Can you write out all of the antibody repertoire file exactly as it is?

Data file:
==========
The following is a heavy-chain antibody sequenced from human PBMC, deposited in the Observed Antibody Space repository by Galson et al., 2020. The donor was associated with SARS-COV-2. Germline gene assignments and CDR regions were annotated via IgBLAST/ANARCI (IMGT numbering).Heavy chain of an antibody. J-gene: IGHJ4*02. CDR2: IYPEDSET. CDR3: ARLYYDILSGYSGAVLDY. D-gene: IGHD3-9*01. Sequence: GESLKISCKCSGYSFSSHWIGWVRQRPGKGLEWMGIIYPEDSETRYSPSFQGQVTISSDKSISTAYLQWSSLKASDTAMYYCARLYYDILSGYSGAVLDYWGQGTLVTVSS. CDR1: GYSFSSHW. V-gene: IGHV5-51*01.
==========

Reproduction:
The following is a heavy-chain antibody sequenced from human PBMC, deposited in the Observed Antibody Space repository by Galson et al., 2020. The donor was associated with SARS-COV-2. Germline gene assignments and CDR regions were annotated via IgBLAST/ANARCI (IMGT numbering).Heavy chain of an antibody. J-gene: IGHJ4*02. CDR2: IYPEDSET. CDR3: ARLYYDILSGYSGAVLDY. D-gene: IGHD3-9*01. Sequence: GESLKISCKCSGYSFSSHWIGWVRQRPGKGLEWMGIIYPEDSETRYSPSFQGQVTISSDKSISTAYLQWSSLKASDTAMYYCARLYYDILSGYSGAVLDYWGQGTLVTVSS. CDR1: GYSFSSHW. V-gene: IGHV5-51*01.